In a similar way, our brains lay down pathways (like the pheromone trails) when we get what we want. It wants to bring us back to that same person, place or behaviour as often as possible.

It creates a habitual comfort zone where we let down our guards and stop seeing the details. These blind spots in our vision mean we must walk through life’s minefield without any knowledge of its dangers.

Let’s look at three common causes of these danger zones.

Blind Spot #1: IGNORANCE

We often don’t see a perfectly clear picture of how our choices affect us. Sometimes we don’t know any better; and other times we simply turn a blind eye to the truth. But whatever the cause of our ignorance, it creates a real problem.

When ignorance is at play, your brain says things like, “Don’t ask any questions—you’ve always done it this way” and “Don’t look at the facts, they’ll just upset you!”

The problem is, ignorance hides the traps in your path.

  • You stock your fridge with food and drinks without reading the labels, just leaving it all to chance. Now those secretly unhealthy foods are holding you back from achieving great health.
  • You spend money freely without tracking your budget. You just hope it will all work out.
  • You spend too much time with people who influence you to go back to your old bad habits. You thought you had changed for good, and assumed it was no big deal.


One major source of ignorance is self-deception. We lie to ourselves so we don’t have to feel so badly about our choices. It’s human nature to avoid the truth when it’s unhappy news or it won’t get us what we want.

Whatever the motivation, self-deception happens so we can escape from bad feelings and keep doing what we want.

Here are a few everyday examples.

  • You keep buying things on credit thinking, “My income will be higher next year.” You’re looking to the future and assuming today’s problem won’t be there.
  • You go to a party when you’re trying to quit drinking. You tell yourself you’ll be fine, even though you gave in and got drunk the last time you went.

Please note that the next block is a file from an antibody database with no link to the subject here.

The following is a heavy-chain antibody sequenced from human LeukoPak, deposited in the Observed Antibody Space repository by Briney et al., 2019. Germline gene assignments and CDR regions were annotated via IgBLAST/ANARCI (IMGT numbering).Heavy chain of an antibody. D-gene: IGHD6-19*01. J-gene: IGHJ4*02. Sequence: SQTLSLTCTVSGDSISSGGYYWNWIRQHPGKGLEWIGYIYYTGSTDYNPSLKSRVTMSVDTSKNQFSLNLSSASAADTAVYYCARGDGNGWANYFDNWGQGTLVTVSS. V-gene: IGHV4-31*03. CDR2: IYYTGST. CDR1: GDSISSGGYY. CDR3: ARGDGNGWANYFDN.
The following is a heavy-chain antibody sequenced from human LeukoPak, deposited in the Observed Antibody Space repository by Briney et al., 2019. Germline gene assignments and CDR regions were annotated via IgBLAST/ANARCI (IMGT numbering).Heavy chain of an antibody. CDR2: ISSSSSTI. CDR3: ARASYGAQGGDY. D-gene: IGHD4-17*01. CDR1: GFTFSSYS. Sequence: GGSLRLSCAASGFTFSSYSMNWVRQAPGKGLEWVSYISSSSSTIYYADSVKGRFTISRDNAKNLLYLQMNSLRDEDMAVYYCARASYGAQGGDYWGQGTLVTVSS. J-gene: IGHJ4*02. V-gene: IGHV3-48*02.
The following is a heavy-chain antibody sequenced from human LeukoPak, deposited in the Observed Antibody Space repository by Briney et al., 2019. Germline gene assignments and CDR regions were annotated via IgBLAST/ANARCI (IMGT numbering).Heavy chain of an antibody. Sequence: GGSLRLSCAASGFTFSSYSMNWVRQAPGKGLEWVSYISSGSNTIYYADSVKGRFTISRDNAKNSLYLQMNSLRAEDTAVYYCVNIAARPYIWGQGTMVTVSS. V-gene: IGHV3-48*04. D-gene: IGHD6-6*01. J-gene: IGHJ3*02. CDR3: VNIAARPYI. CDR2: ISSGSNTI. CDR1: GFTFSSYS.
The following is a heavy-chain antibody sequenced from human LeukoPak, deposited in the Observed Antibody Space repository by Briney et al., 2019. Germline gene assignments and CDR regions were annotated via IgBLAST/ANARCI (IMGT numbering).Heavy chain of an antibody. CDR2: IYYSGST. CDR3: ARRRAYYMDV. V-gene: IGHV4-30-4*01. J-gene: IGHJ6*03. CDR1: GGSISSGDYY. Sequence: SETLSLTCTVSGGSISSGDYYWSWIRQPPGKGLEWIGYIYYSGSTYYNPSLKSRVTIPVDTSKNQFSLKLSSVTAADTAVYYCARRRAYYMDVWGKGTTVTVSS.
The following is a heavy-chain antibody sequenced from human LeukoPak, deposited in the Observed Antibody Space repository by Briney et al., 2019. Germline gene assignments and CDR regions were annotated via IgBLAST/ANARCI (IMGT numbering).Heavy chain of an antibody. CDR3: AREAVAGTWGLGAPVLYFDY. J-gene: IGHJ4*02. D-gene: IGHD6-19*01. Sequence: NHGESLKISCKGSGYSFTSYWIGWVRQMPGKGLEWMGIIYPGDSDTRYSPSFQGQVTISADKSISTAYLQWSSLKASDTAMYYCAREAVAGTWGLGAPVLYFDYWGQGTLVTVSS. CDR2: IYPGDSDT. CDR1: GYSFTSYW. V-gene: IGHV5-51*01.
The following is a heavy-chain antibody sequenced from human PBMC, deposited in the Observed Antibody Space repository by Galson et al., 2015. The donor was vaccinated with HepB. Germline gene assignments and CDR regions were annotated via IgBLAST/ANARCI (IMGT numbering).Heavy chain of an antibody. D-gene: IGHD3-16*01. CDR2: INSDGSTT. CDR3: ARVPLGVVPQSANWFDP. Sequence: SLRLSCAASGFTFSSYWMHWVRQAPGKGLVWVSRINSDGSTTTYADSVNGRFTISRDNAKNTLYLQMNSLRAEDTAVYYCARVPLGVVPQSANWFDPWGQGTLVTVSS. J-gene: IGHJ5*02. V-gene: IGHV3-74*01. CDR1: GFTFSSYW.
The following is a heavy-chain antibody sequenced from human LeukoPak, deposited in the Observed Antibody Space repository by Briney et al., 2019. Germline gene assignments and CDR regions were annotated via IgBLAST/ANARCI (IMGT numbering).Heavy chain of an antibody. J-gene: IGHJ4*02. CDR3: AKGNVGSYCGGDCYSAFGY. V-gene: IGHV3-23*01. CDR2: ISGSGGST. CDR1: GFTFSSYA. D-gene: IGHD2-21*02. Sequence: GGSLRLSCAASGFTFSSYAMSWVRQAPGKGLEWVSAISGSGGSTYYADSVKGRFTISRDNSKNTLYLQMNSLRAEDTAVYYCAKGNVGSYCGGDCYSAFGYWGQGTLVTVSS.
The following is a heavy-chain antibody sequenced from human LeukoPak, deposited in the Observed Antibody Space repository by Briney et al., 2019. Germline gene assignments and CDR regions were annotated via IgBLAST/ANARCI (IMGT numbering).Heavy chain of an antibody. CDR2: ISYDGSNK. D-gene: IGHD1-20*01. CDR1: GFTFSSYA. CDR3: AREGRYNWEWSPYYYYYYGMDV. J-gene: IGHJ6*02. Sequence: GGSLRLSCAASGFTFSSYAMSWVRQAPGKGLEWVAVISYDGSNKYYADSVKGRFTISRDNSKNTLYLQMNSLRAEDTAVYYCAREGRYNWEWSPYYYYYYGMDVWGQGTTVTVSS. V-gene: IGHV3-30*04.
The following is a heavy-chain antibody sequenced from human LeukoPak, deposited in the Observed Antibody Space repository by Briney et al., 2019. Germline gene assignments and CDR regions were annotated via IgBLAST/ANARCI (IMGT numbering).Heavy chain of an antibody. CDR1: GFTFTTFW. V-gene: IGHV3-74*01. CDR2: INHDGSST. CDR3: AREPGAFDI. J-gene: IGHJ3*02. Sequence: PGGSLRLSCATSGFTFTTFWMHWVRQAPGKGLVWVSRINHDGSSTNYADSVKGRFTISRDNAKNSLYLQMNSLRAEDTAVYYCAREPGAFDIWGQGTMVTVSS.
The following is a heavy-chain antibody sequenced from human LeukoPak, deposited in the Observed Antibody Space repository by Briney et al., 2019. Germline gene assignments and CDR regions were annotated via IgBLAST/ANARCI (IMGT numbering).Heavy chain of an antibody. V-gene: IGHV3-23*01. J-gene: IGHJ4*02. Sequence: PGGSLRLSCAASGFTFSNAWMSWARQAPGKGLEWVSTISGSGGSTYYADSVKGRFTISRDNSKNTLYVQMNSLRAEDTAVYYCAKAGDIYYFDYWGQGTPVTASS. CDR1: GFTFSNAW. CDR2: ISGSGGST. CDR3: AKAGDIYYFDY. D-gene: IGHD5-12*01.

• You keep meaning to lose weight, but your brother is much heavier than you, so you’re really not in that much trouble. You’ve given in to minimizing your problem by comparing yourself to others.
  • You quit trying to improve your performance at work because you think you’ve got it mastered. However, others are getting ahead and you don’t even know it.


Imagine you’ve just spent the last hour walking through your dream home. Each beautiful room seemed bigger, brighter and more elaborate than the one before it. And now you’re approaching the final door.

In pure anticipation for what you’re about to find, you open the door, step inside the pitch-black room and close the door behind you. You reach to your left, flip on the light switch and discover…the room is full of spiders.

Hundreds—no—thousands of them!

In a panic, you spin around to leave the same door you came in, but discover it’s locked. Your only option is to turn back around and run.

Now stop. How were you running? Was it a slow, peaceful jog as you looked around at all the details of the room.

Probably not.

You likely had your head down as you sprinted with every ounce of strength you could muster. Anything could have jumped out from around a corner and caught you completely off-guard.

Why? Because your focus narrowed in to one single thing—escaping a horrible threat.

Intense negative emotions like fear, guilt and shame have power over us. They make us run through life with our heads down, arms up and eyes half-closed.

We miss important details and make poor decisions because we’re in self-preservation mode. In our attempts to escape the pain, we fall into invisible traps.

  • You sabotage a relationship before your partner can discover the truth of how unlovable you are. Feelings of shame, combined with the fear of rejection, has laid a trap for you.
  • You receive a promotion at work, but can’t seem to make any decisions because you don’t think you’re up for the task. Imposter syndrome has gotten the better of you.
  • You tell a lie to get out of a tough spot with your spouse. But because you’re so anxious, you don’t stop to think how easy it will be for him or her to find out the truth.
  • You try drugs for the first time (even though you thought you never would), because of peer pressure and the fear of rejection.

What to Do?

Life is full of traps. Some are obvious and others are hidden.

Unfortunately, we can’t avoid them all. Our brains are designed to skip over details, so there will always be things we miss. But if we’re honest with ourselves, there’s more we can do to uncover these blind spots.

Here are two quick suggestions:

  1. Ask your friends, family, spouse, boss or coworkers, “What’s my blind spot?” Someone will certainly have an answer, so be sure you want to hear it!
  2. With each new decision you make (especially the big ones), ask yourself, “Am I setting a trap for my future?”

Even the ants avoid the obvious traps. Surely we can do better.